In this particular case, we'll simply be adding DarkSky's embed widget to the Grafana dashboard we made previously.
Grafana is an analytics platform that allows you to create rich dashboards, define alerting logic when values exceed specified ranges, and visualize your data across a number of different formats. You can get a good idea of the capabilities of Grafana by just clicking through the official and community submitted dashboards on the Grafana website. The beauty of Grafana is its ability to visualize incredibly complex data sets in a way that still looks really sexy.
To deploy a custom SmartApp, you first need to login to SmartThings Graph. Be sure to login with the same account that you use to login to the SmartThings app on your phone. I originally setup my SmartThings hub using a separate account than the individual user accounts for the app. This caused issues when publishing apps, since the user that publishes the custom SmartApp via Graph is the only user that can install the SmartApp using the iOS or Android app. It sounds, confusing (and it can be), but we'll walk through it all here.
If you're super interested in all the little details, you should absolutely go and check out the InfluxDB website, but in a nutshell, InfluxDB is a time series based data platform. Unlike other database platforms that store data based on a primary key that you define, InfluxDB uses a timestamp as the primary key for data points; I'm obviously over-simplifying this to make it a little easier to understand. InfluxDB supports the auto-expiration of data—think of this as a TTL on a DNS entry if that helps you—which automatically purges the data at the end of expiration. The other big advantage to InfluxDB is that any past experience you may have with say SQL, is applicable here. The query language and syntax of InfluxDB has a lot of similarities with SQL, and you'll see that when we get to Part 4 and build our first dashboard.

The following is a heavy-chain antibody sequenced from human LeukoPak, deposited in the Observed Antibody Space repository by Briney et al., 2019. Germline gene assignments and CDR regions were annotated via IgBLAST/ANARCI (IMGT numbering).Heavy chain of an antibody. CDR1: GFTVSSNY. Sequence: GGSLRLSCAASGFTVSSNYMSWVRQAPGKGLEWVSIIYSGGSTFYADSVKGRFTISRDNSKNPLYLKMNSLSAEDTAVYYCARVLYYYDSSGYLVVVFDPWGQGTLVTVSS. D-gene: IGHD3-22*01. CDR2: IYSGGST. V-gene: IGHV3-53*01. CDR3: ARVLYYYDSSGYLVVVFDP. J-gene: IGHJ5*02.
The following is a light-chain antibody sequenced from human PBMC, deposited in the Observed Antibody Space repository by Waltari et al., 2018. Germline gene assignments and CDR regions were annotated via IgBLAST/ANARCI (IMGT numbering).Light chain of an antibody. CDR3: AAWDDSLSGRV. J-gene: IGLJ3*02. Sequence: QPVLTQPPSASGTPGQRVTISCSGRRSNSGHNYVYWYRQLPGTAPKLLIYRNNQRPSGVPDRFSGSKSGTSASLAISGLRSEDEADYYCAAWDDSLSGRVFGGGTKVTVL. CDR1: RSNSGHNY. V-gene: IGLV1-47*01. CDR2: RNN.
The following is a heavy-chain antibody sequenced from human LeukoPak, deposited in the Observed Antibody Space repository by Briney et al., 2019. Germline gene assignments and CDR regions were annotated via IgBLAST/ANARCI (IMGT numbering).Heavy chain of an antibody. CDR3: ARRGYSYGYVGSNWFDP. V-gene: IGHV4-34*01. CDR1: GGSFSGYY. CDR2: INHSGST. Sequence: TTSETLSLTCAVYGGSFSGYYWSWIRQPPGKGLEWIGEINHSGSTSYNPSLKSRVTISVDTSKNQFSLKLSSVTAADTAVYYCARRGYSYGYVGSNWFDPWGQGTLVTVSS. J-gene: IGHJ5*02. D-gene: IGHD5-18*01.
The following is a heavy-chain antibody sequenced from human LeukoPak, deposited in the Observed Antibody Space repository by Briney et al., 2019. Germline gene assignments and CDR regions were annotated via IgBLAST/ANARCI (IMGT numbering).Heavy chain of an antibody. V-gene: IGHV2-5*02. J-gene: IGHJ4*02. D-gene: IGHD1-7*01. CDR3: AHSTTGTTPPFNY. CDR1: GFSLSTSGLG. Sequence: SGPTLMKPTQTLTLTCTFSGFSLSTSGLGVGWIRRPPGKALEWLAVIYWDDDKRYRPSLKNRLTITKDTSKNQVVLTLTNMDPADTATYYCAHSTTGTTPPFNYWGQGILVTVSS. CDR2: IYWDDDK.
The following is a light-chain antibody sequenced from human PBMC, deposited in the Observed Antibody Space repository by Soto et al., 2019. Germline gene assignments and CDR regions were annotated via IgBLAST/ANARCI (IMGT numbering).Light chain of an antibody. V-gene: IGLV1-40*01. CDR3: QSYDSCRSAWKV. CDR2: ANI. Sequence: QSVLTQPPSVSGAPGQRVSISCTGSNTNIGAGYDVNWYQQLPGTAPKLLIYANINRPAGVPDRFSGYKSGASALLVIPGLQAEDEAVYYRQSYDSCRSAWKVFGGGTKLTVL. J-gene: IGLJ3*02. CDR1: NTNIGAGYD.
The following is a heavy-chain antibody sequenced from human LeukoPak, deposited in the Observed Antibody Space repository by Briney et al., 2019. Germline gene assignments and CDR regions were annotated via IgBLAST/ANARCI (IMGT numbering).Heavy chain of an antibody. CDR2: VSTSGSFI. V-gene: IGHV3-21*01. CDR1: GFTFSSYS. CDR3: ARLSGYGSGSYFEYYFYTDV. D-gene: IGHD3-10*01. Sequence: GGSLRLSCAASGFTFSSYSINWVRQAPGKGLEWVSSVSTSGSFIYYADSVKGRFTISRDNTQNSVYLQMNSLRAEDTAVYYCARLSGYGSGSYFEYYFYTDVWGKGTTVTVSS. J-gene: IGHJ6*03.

Back in the Home Automation Kickoff post, I talked about the power of the mFi Controller to record, trend, and analyze device and energy usage. One of the huge disappointments with Ubiquiti ending development of the mFi Controller was the end of development related to these capabilities. SmartThings has proven itself to be a fantastic platform for the integration and management of physical devices, but offers essentially no analytics around those devices. In this post, and the following series, we’ll look at integrating data analysis with SmartThings, and building a more data-driven home automation solution.
SmartApps are written in Groovy, and can be found within the "Add a SmartApp" menu inside of SmartThings. SmartThings provides a number of SmartApps and SmartApp categories right out of the box, so you can just pick an existing one and be up and running. In addition to that, you can self-publish your own SmartApps directly within SmartThings Graph, or publish SmartApps to GitHub for yourself or others to use. I'll talk more about the latter options when we get to creating our own SmartApp in a future post. You can think of a SmartApp almost as a Routine on steroids. SmartApps are a way to run complex logic, calculations, or even call external services as part of the automation.